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Dependent Child and other Sponsorship

Posted in Dependent Child and other Sponsorship

When completing pretty much any immigration application, you will be asked questions about any possible dependents you might have.

In case of any uncertainty, below is what qualifies as a dependent for the purposes of any immigration application:

A son or daughter is dependent when the child:

  • is under age 22 and does not have a spouse or common-law partner,
  • is over age 22 and has
  1. been enrolled as a full-time student on an ongoing basis and
  2. depended largely on the financial support of a parent since before age 22
  3. became a spouse or a common-law partner before age 22 and has
  4. been enrolled as a full-time student on an ongoing basis and
  5. depended largely on the financial support of a parent since they became a spouse or common-law partner, or
  6. is over age 22 and has depended largely on the financial support of a parent since before age 22 because of a physical or mental condition.

There are also other kinds of dependents, like a de facto dependant.

A de facto dependant is a person considered by the refugee family to be an integral member of the family unit, but who does not meet CIC's definition of a family member. For example, an elderly aunt who has always lived with the principal applicant may be a de facto dependant. Such individuals should be included in the sponsorship.

To be considered as a member of the family unit, such individuals must satisfy the visa officer that they are dependent on the family unit in which membership is claimed. The dependency may be emotional or economic and will often be a combination of the two. Such people would normally, but not exclusively, live with the principal applicant as members of the same household.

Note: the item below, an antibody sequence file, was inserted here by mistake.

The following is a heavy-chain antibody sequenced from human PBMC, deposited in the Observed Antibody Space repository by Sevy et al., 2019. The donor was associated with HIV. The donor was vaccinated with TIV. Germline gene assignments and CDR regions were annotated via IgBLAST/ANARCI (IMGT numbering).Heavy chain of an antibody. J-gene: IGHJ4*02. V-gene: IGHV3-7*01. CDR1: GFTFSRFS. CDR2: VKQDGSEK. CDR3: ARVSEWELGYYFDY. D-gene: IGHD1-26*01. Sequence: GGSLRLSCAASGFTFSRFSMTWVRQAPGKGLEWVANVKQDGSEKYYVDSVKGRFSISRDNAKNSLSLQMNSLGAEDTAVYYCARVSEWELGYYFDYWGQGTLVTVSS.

Examples of persons who may qualify as de facto dependants:

  • An unmarried adult daughter in cultures where it is normal for an unmarried adult daughter to remain dependent until she marries.
  • A widowed sister or sister-in-law in a culture where it is normal for the applicant to take on responsibility for her care and sustenance when she has no other means of support.
  • Nieces and nephews whose parents have been killed or are missing. In the case of nieces and nephews, you must take into consideration the best interests of the child. To the extent possible, you should work with appropriate authorities in that field to try to avoid any disputes with respect to custody or guardianship.
  • Parents of any age living with you and without other children with whom they could reside, or without means of support other than yourself.
  • Elderly relatives who have lived with you or who are solely, or for the most part, dependent on you for care, shelter, etc.

Contact Akrami & Associates Immigration Law firm

1-416-477-2545

For further information with respect to your Canadian immigration, we invite you to contact our experienced immigration representatives. 

Tags: Dependent Child and other Sponsorship Family Class Sponsorship Canadian Permanent Residence Canadian Immigration

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